A deeply divided Russian electorate gave democracy and market reforms a second chance last week. But both still have a long way to go before Russia joins the democratic family of nations.
That the elections even took place is a remarkable victory for the Russian people. About 67 percent of Russian voters - a figure that should humble Americans - cared enough to cast their ballots. No serious vote fraud occurred, and the opposition Communists accepted and respected the result. True, President Boris Yeltsin made shameless use of the government's television monopoly to deny Gennady Zyuganov full use of the media, and his campaign used other strong-arm tactics reminiscent of the 19th-century New York Tammany Hall Democratic Party machine. But Russians have never before had so much say in who their leader will be.
Yeltsin's incredible political comeback also deserves notice. After last December's parliamentary elections, his public-opinion ratings were in single digits. His political resurrection testifies to the volatility of the electorate, the ineptitude and inflexibility of Yeltsin's noncommunist rivals, and Russians' repudiation of the communist past.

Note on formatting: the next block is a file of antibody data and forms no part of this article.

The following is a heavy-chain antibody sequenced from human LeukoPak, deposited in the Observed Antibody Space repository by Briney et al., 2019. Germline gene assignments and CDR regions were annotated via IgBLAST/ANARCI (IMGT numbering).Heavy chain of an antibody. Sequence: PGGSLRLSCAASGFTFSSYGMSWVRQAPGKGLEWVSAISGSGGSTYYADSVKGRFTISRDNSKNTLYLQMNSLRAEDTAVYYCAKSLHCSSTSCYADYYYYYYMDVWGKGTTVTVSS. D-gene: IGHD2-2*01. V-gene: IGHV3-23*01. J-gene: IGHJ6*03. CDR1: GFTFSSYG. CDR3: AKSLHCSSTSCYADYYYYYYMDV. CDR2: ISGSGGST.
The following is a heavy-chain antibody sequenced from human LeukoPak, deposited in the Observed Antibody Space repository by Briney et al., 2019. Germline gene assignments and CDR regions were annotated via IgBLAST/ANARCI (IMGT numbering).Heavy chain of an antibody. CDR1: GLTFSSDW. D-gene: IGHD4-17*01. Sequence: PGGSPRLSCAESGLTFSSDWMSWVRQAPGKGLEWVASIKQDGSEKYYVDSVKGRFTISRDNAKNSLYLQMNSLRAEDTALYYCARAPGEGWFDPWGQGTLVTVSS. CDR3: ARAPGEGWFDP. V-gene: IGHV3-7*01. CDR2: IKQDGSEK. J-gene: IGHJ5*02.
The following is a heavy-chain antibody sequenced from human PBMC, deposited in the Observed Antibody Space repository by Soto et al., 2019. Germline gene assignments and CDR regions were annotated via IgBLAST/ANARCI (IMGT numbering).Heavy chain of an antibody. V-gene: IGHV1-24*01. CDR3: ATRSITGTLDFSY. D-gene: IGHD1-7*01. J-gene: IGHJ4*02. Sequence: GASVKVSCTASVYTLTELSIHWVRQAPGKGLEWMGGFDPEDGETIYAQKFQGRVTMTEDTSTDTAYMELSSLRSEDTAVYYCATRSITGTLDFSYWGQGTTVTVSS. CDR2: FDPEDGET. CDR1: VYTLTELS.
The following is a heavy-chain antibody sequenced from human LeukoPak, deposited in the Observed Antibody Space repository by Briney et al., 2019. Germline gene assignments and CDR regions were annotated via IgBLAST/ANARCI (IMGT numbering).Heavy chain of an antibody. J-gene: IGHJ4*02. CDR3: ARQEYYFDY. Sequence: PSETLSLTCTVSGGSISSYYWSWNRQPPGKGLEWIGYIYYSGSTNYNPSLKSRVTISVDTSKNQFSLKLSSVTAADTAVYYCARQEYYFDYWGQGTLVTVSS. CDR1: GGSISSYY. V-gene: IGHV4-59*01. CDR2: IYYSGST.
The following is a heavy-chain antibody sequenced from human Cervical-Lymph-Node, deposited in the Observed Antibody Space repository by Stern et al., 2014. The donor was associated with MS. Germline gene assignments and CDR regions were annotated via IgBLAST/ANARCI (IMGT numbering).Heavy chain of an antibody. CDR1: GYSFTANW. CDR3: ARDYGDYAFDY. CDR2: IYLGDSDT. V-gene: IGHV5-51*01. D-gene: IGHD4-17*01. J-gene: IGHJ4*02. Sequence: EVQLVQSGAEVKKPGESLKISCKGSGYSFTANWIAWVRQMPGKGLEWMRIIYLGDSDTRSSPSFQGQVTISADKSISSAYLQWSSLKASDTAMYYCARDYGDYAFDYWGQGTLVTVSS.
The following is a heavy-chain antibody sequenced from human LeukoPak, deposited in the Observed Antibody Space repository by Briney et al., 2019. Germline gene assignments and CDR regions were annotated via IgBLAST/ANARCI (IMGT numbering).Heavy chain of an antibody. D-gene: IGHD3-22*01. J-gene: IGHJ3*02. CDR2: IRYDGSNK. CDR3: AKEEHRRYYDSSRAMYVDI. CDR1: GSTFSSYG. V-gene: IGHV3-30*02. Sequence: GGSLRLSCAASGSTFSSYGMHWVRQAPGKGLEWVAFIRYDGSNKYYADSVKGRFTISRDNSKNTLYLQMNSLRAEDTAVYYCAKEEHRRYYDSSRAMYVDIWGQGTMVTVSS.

But no respite lies ahead in the struggle to cement democracy and the free market in Russia. Economic problems, administration infighting, and foreign-policy challenges will continue to confront the Yeltsin team.
On the economic front, the first tender shoots of prosperity are in danger of being uprooted by insufficient reform, serious corruption, and Yeltsin campaign promises. The federation budget deficit is growing alarmingly, reaching 9 percent of gross domestic product in April. Tax collections fell markedly during the election, especially as subsidized factories paid wages instead of taxes. Many workers wait months for their wages, sometimes because corrupt factory directors bank their payrolls to earn interest instead of paying employees.
What Russia needs now is more economic reform, not less. Not until the market economy is able to pick up the slack from dead-end state enterprises will progress be made. Yeltsin has hesitated to remove the remnants of state involvement in the economy, but delay has only made things worse. Those ex-communist countries that have made the most radical reforms - Poland and the Czech Republic - are those that have had the most economic success.